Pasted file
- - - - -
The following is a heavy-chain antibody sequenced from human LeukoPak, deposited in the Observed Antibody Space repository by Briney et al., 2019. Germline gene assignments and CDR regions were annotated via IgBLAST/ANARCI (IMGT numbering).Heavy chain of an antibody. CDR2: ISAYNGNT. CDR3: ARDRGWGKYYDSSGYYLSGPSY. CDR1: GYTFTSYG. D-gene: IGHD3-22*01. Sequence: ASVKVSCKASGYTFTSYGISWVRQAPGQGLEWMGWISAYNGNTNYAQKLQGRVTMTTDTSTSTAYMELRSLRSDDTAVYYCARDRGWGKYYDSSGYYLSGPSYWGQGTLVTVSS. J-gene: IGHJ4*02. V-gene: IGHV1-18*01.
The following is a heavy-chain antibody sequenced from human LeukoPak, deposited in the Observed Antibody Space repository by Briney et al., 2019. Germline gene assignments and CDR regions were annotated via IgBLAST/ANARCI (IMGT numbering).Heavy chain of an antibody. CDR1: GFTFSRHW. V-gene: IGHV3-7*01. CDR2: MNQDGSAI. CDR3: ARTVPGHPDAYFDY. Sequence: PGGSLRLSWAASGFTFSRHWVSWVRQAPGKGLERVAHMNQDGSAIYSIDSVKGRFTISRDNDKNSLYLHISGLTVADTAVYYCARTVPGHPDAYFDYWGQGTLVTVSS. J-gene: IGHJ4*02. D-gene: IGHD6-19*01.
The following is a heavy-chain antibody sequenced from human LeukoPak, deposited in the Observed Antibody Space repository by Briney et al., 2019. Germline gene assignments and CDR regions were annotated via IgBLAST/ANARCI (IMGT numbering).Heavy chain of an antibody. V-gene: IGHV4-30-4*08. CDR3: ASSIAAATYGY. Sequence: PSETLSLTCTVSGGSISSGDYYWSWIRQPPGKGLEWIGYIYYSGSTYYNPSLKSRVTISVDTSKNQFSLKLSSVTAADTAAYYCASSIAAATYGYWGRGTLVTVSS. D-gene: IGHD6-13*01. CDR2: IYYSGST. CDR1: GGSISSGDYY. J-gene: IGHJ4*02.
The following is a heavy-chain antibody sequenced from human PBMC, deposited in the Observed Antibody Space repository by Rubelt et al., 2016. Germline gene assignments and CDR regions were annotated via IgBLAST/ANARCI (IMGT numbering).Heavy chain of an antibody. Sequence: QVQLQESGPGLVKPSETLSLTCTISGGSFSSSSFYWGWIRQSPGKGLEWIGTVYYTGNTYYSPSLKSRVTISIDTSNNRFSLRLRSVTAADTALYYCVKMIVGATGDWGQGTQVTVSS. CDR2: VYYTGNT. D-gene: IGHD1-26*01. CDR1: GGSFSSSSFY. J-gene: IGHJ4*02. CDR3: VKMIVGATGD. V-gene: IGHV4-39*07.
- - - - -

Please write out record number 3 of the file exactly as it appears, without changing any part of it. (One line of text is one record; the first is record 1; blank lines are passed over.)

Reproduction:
The following is a heavy-chain antibody sequenced from human LeukoPak, deposited in the Observed Antibody Space repository by Briney et al., 2019. Germline gene assignments and CDR regions were annotated via IgBLAST/ANARCI (IMGT numbering).Heavy chain of an antibody. V-gene: IGHV4-30-4*08. CDR3: ASSIAAATYGY. Sequence: PSETLSLTCTVSGGSISSGDYYWSWIRQPPGKGLEWIGYIYYSGSTYYNPSLKSRVTISVDTSKNQFSLKLSSVTAADTAAYYCASSIAAATYGYWGRGTLVTVSS. D-gene: IGHD6-13*01. CDR2: IYYSGST. CDR1: GGSISSGDYY. J-gene: IGHJ4*02.